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Hypoglycemia In Small Breed Puppies
Bringing Home a Small Breed or Toy Puppy
Fighting Hypoglycemia In Puppies

By Dr. Craig Kuchera
Low blood sugar can be quite dangerous to puppies. It's essential that a new puppy owner be able to recognize, prevent and treat this hazardous condition.

Two girls playing with a puppy in the grass.
Fighting Hypoglycemia In Puppies

Hypoglycemia, or low blood sugar, is a serious condition that can occur in young pup­pies, especially toy breeds. Early recognition and proper treatment is the key to preventing potentially serious health consequences. If a puppy is bright, alert and bouncing one minute, but is down, depressed and disoriented the next, it could be a sign of hypoglycemia. The maintenance of proper bloodsugar levels is vital, as the puppy's brain is entirely dependent on blood sugar as a source of energy. Thus, signs of low blood sugar are usually related to nerv­ous system dysfunction.

Clinical signs of hypoglycemia can vary according to how rapidly the blood glucose falls below normal. A rapid fall results in dilated (enlarged) pupils, increased heart rate, nervous­ness, tremors, vocalizing and irritability. A gradual fall in blood glucose can result in visual disturbances (apparent blindness), mental dullness, confusion, seizures, decreased heart rate and coma. Both scenarios can also result in dehydration and hypothermia (decreased body temperature).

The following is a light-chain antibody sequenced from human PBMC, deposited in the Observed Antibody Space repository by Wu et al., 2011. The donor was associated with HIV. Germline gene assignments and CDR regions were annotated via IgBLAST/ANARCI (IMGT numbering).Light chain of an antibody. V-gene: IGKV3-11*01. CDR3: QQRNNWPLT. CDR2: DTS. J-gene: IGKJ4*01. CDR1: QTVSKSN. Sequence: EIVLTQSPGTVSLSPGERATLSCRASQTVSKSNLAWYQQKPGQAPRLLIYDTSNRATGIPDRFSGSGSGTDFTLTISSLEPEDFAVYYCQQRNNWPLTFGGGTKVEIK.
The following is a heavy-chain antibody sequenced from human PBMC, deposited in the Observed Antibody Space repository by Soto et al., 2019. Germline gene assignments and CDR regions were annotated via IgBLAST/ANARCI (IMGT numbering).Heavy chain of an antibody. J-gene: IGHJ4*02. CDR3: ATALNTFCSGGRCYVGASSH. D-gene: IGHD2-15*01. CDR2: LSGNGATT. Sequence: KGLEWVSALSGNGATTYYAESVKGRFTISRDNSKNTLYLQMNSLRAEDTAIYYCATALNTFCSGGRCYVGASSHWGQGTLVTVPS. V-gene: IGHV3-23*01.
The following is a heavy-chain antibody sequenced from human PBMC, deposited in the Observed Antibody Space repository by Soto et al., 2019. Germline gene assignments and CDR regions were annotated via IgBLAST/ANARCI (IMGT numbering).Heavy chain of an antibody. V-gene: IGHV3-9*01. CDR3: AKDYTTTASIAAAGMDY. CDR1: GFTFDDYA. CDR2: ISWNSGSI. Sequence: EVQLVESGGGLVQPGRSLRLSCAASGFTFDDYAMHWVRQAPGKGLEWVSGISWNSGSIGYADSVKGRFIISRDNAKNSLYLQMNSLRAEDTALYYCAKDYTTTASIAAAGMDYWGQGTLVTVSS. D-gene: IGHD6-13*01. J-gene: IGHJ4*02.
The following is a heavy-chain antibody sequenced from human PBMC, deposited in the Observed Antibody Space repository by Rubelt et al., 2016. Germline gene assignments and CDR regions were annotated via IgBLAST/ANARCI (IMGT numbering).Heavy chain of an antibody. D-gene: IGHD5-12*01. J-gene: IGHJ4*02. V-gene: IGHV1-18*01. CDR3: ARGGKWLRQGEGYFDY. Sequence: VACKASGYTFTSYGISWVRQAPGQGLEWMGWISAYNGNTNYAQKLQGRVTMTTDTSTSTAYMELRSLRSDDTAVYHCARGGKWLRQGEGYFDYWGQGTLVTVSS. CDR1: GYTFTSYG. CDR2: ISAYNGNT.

THE CAUSE. This condition is typically caused by a puppy being unable to adapt to less frequent feeding during the post-weaning period. Young puppies must receive nutrition every few hours. Puppies typically have very few fat reserves to provide energy in a crisis. If nutrition is not provided on a fre­quent schedule, body glucose stores may become depleted. If this occurs, a puppy's immature liver may be unable to produce/process glucose quickly enough to meet body needs.

A whelping box with nine puppies.
PREVENTION: In order to prevent or limit hypoglycemia, be sure that the puppies have food available at all times and you monitore for adequate consumption. Also be aware that many factors can contribute to a puppy not eating as it should. These include any type of stress, such as infections, vaccinations, excess physical exertion (playing too hard), weaning, poor nutrition, hypothermia, gastric upset, etc.

TREATMENT: Since hypoglycemia, dehydration, and hypothermia often all occur together, all three conditions must be correct­ed. Treatment should begin by contact­ing the your veterinarian. Maintaining a warm, humid environment (85 degrees, 85 percent humidity) is very important. The body temperature should be raised and maintained above 95 degrees (hot water bottles, heating pad wrapped in a towel, hair dryer, etc.). A veterinarian may advise oral sugar supplementation (dextrose, syrup, honey, sugar water), if the puppy can swallow typically one cc or ml per pound of body weight every hour. As the condition improves, moist food and water should then be offered (forced, if necessary) while slowly wean­ing the pup off of the sugar supplemen­tation. The veterinarian may start an intravenous line or subcutaneous fluids if the condition warrants it. Frequent high-protein, high-carbohydrate feedings are necessary to prevent reoccurrence. The condition usually resolves in a short period of time with steady food intake, stress reduction and maturity. If you think your puppy may be suffering from hypo­glycemia, be sure to reach out to a vet­erinarian immediately. Follow his or her advice and, in most cases, treat­ment of this condition will be 100 per­cent successful.

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